Newest Yale Gallery To Showcase International Art

A new Yale gallery that will be devoted to bringing examples of contemporary art from around the world to New Haven formally opened on Jan. 26 with the exhibition “Shifting Shapes - Unstable Signs,” featuring recent work in diverse media by artists from India and the Indian Diaspora.

The gallery is located at 32 Edgewood Ave., adjacent to a new studio building dedicated to the Yale School of Art’s sculpture program. It will house approximately four new exhibitions each year.

“The art world is no longer centered in New York or, for that matter, anywhere in particular,” says Robert Storr, dean of the School of Art.

The new gallery, he notes, “will break out of the North-American/East-Coast-centered view of the art world, bringing to our students, staff and the public ‘breaking news’ from a diversity of international artists. This is but one example of the ways in which the school is forging active links with cultural centers from São Paulo to Beijing; from Moscow to Johannesburg; from Madrid to Istanbul.”

In a reflection of the School of Art’s efforts to train artists for a variety of career paths, students will assist in all aspects of organizing exhibitions for the new gallery - from selecting and installing the works to writing about them, publishing brochures, and more. In this way, notes Storr, the gallery will serve as a classroom or workshop in which students learn firsthand how exhibitions are conceived and produced, how art occupies space, how site-specific art may be created for a particular space, and how context informs content.

“Shifting Shapes - Unstable Signs,” on view through Feb. 27, was organized by Storr and Jaret Vadera, a student in the School of Art. The exhibition focuses on the elusive nature of the signs and symbols of cultural, national and gender identity that are used in contemporary art from South Asia. Among the artists represented are Chitra Ganesh, Shilpa Gupta, Abir Karmakar, Bhupen Khakhar, Bharti Kher, Riyas Komu, Nalini Malani, Ram Rahman, Tejal Shah and Vivan Sundaram.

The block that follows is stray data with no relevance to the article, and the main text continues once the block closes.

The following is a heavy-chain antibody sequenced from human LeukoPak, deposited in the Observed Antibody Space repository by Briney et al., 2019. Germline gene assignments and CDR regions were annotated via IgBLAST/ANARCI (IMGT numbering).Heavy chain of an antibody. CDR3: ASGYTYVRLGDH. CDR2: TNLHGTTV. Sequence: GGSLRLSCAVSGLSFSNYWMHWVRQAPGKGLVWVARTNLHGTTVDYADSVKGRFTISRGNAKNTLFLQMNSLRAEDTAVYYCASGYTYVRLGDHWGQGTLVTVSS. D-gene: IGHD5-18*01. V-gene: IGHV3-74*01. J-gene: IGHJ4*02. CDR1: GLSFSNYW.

The show is open to the public free of charge 11 a.m.- 6 p.m. Tuesday-Saturday. There will be panel discussions in conjunction with the exhibition in February at the School of Art.

The new School of Art gallery and the adjacent studio building are part of a complex designed by KieranTimberlake Associates, that also includes an adjacent parking garage with retail space on its ground floor. The complex has received a LEED Platinum rating from the U.S. Green Building Council — the first such award for any building in the State of Connecticut.

The studio building provides improved facilities for Yale’s sculpture program, including state-of-the-art equipment and private studios bathed in natural light, as well as large spaces for the creation and display of monumental sculpture.

The award-winning complex, to which access is provided from all four surrounding blocks, also includes an outdoor courtyard that will contain a site-specific sculpture by School of Art Professor Jessica Stockholder, director of graduate studies in sculpture. This work is designed to unify the studio building and gallery, creating a hub for the School of Art.

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